At RSP, there were some solid performances: "Judy" (Blair Jimison) and "Kristine" (Katrina Bushnell) come first to mind: "Paul" (Jacob Montoya) too. Kris Knipp as “Maggie” was an excellent dancer, good actress and pretty good singer. I thought "Bobby" (Robert Campbell) rushed just a bit, and Colby Salmon was miscast as "Greg": wonderful dancer, but Colby can't quite do 'snob': Vallejo’s Matt Larson was a better snob, but not as good a dancer. Laurent Lazard was a fine “Mike”, but I worried about those grandmothers of Quebec leaning out their windows into the sleet, on their cold and icy little pillows.

The biggest problems at RSP were choreographic - maybe insufficient drilling. The impact of the opening number depends a lot on unison dancing, and the crowded stage worked against the dancers. Vallejo did a better job with more dancers on a stage of about the same size, but Vallejo had what might be called an advantage over RSP - totally dependable canned music - music I otherwise disliked (I prefer live music). In addition "Cassie's" dancing was too timid (I wondered if that was Amber's health, Gino's planning, or just lack of time).

At Vallejo, I liked "Sheila" (Linda Crebbin-Coates) and "Bobby" (John Greer) and "Bebe" (Amber Mohney) and "Paul" (Ted Bigornia). It was great to see Monica Parisi and Michael Miiller on-stage again. Michael is really nailing down the “Zach” role these days – he just gets better and better. Monica is pretty in pink.The weak point of Vallejo’s production was the music (not live). Also, because of the design of the Vallejo theater, it was vaguely unsettling to see the audience reflected in the mirrors during "Music in the Mirror": Cassie, the mirrors, plus all the rest of us too!

Two performances illustrated unsuspected aspects of the shows – it was like reaching a hilltop and seeing entirely new acting terrain in the distance.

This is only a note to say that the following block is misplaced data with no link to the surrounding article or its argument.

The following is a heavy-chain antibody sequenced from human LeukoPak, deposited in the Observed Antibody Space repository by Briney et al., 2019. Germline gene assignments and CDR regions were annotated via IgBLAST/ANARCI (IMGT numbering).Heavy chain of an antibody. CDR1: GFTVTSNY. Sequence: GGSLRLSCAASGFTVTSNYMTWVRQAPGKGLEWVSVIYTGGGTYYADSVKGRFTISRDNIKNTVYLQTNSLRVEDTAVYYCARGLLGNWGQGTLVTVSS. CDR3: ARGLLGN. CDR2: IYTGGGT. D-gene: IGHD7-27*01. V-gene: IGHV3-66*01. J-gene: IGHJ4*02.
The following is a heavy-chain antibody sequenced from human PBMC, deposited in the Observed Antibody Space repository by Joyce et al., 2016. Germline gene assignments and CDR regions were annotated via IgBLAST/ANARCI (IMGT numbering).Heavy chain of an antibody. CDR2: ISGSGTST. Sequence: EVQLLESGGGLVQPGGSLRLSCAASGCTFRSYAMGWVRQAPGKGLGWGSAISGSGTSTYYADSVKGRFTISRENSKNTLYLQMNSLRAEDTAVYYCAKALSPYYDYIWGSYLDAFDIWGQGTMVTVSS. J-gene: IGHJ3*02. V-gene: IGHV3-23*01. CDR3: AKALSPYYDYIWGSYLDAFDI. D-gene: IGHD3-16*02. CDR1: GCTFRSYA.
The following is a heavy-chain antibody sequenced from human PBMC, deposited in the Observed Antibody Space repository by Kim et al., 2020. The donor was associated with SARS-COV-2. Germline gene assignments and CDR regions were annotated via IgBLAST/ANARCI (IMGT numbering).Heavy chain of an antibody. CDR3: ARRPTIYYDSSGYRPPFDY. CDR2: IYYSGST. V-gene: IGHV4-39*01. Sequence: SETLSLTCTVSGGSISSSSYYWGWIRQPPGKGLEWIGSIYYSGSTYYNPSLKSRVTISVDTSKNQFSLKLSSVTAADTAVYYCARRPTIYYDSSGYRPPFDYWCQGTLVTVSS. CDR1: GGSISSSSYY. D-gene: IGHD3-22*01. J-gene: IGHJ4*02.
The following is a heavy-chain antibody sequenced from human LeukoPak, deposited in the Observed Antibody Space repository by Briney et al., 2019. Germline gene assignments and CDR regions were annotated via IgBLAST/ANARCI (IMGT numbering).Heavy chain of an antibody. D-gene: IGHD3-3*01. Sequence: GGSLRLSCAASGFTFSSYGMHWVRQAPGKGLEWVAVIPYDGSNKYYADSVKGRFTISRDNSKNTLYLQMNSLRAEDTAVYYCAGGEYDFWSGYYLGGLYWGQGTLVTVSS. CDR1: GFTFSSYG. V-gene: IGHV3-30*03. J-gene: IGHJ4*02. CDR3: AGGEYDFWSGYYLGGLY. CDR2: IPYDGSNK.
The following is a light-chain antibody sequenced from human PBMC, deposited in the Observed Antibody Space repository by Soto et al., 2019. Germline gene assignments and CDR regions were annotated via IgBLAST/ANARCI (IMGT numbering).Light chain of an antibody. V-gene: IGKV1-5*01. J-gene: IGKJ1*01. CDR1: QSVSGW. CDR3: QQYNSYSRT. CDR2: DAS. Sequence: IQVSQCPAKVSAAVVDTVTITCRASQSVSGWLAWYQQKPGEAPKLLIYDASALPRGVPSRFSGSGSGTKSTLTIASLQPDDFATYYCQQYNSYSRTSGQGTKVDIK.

Linnea von Ahn, who played “Larry” at Vallejo, did something quite striking: she breathed life into a quite minor role. “Larry” is supposed to be technically exact - an adult among overgrown kids – but certainly not a standout. Linnea was not a trained dancer, but she had a nice smile. Her voice was loud, but flat. The effect she created, when she bossed the dancers around in the Tap Sequence, was of a friendly but pompous blowhard – a novel characterization (I wonder how many other blowhards there are on Broadway?) It worked! Made me smile! Excellent work!

“Kristine” and “Al” at RSP (Katrina Bushnell and Spencer Tregilgas) were an interesting couple: Al’s slight rhythm problem (he’s supposed to be the better-singing half of the couple) led me to wonder whether the character “Kristine” can actually sing quite well and maybe all she lacks is self-confidence. I contemplated their rather two-dimensional relationship expanding, allowing for a much more interesting and tortured future together: “Al” suffocates his wife’s budding ambitions, she rebels against his tyranny, then: a terrible breakup, accidents, travails, addictions – what a mess!

Looking at Vallejo's show, I reflected on just how hard a show "A Chorus Line" is to do well. Casting is crucial, but the limited pool of available talent (particularly male) often forces compromises. Pam Kay Lourentzos has practically made it a specialty to do the show well, and she still got a mediocre review from a Bay Area paper. That fellow didn’t understand: doing “A Chorus Line” is a privilege, a rite-of-passage, and Vallejo produced quite a good show. The RSP show was more problematic, but featured strong performances.

Puzzling Statements by Puzzling Conservatives